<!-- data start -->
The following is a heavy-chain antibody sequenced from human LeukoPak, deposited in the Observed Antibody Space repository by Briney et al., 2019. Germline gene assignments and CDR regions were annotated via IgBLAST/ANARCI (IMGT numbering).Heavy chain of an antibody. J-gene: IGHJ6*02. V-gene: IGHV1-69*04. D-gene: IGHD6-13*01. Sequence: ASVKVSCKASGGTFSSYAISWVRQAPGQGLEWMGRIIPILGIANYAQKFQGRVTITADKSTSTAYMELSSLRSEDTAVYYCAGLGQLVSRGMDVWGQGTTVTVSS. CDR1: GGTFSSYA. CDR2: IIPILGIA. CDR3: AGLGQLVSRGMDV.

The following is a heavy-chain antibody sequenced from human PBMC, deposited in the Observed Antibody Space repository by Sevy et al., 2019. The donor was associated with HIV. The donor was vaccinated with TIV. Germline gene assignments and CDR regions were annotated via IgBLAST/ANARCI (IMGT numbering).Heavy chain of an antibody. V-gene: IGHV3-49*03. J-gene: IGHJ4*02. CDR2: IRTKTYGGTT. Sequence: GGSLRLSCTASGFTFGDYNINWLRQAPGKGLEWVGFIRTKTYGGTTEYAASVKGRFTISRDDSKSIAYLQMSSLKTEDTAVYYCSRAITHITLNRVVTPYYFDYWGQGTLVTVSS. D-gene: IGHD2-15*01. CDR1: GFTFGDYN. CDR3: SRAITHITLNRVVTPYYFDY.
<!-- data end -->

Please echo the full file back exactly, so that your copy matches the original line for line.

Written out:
The following is a heavy-chain antibody sequenced from human LeukoPak, deposited in the Observed Antibody Space repository by Briney et al., 2019. Germline gene assignments and CDR regions were annotated via IgBLAST/ANARCI (IMGT numbering).Heavy chain of an antibody. J-gene: IGHJ6*02. V-gene: IGHV1-69*04. D-gene: IGHD6-13*01. Sequence: ASVKVSCKASGGTFSSYAISWVRQAPGQGLEWMGRIIPILGIANYAQKFQGRVTITADKSTSTAYMELSSLRSEDTAVYYCAGLGQLVSRGMDVWGQGTTVTVSS. CDR1: GGTFSSYA. CDR2: IIPILGIA. CDR3: AGLGQLVSRGMDV.

The following is a heavy-chain antibody sequenced from human PBMC, deposited in the Observed Antibody Space repository by Sevy et al., 2019. The donor was associated with HIV. The donor was vaccinated with TIV. Germline gene assignments and CDR regions were annotated via IgBLAST/ANARCI (IMGT numbering).Heavy chain of an antibody. V-gene: IGHV3-49*03. J-gene: IGHJ4*02. CDR2: IRTKTYGGTT. Sequence: GGSLRLSCTASGFTFGDYNINWLRQAPGKGLEWVGFIRTKTYGGTTEYAASVKGRFTISRDDSKSIAYLQMSSLKTEDTAVYYCSRAITHITLNRVVTPYYFDYWGQGTLVTVSS. D-gene: IGHD2-15*01. CDR1: GFTFGDYN. CDR3: SRAITHITLNRVVTPYYFDY.